The court will not interfere in the matter of terms and conditions of a tender issued by the government unless, they are blatantly discriminatory, arbitrary or of malafide nature. This was held in the judgement passed by a single member bench of the High Court of Jammu and Kashmir consisting of Justice Ali Mohammad Magrey in the case of Rural Contractors Welfare Association & Others v Union Territory of Jammu & Kashmir [WP(C) No. 1602/2021; CM No. 5391/2021] pronounced on 17th August 2021.
The petitioner, Rural Contractors Welfare Association filed the present petition challenging the validity of Notice Inviting Tenders No. 59 of R&B/4727-37 dated 28th July 2021 and No. 60 of R&B/4899-4908 dated 29th July 2021. According to the petitioner, the impugned NITs had the condition that any interested contractor would need to upload card verification certificate and such a condition would allegedly deprive many contractors from participating in the process which lead to a reduction in competition. The petitioner further contended that allowing these NITs would be against the spirit of justice and fairness as it seriously prejudiced the rights and interests of the petitioners and would only benefit a few contractors.
The counsel representing the respondent stated that the authority issuing a tender prescribes eligibility criteria to serve the best purposes; someone or the other’s interests are likely to be hurt, but this cannot be labelled as discriminatory or malafide in nature. The case of Tata Cellular V. Union of India [(1994)6 Supreme Court Case 651] was cited, where the Supreme Court of India stated that “The Government must have freedom of contract. In other words, a fair play in the joints is a necessary concomitant for an administrative body functioning in an administrative sphere or quasi-administrative sphere. However, the decision must not only be tested by the application of Wednesbury principle of reasonableness but must be free from arbitrariness not affected by bias or actuated by mala fides;”. The High Court observed that matters like the terms and conditions of tenders issued by the government came under administrative action and this court does not sit as the Court of Appeal in such a case.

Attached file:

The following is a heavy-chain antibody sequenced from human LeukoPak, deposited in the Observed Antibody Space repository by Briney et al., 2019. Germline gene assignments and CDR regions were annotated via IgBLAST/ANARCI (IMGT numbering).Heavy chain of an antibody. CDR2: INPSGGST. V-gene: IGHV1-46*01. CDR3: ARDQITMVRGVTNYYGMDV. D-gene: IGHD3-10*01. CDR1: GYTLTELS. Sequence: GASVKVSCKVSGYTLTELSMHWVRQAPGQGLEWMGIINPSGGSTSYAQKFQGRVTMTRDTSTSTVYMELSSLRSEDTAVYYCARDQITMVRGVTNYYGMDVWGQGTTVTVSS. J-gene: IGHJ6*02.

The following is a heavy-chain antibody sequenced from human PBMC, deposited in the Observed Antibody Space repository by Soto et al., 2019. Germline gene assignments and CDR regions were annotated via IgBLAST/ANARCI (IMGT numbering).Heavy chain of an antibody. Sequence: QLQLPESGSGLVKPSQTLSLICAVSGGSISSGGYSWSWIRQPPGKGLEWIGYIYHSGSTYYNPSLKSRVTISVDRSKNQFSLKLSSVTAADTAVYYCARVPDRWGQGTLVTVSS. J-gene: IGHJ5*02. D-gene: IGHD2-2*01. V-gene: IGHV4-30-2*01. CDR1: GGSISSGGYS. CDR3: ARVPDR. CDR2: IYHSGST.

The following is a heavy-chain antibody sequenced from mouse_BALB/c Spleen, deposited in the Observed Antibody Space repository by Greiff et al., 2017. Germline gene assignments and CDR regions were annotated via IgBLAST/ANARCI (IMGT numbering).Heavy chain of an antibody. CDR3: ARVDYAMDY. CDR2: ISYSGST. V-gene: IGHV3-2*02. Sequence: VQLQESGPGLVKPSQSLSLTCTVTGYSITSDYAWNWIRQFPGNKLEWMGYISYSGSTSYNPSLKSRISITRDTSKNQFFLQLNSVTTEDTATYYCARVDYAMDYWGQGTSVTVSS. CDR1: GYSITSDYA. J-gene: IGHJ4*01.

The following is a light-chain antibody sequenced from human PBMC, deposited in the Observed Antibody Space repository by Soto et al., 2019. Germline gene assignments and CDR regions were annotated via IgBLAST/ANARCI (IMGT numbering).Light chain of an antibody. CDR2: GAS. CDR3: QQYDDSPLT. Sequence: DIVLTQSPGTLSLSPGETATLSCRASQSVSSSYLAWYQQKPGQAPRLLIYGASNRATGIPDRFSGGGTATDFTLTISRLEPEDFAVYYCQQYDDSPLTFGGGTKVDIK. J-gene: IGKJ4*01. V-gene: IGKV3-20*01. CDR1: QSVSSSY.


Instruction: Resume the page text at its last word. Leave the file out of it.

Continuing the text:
Justice Ali Mohammad Magrey came to the conclusion that “If the decisions have been taken in bonafide manner, although not strictly following the norms laid down by the Courts, such decisions are upheld on the principle laid down by Justice Holmes that Courts, while judging the constitutional validity of executive decisions, must grant certain measure of freedom of play in the joints to the executive. Looking at the instant case in the above perspective, the Petitioners have not been able to establish before the Court that the decision taken by the Respondents in fixing the terms and conditions of the impugned NITs is an arbitrary exercise of power or that the same was/ is malafide in Nature.”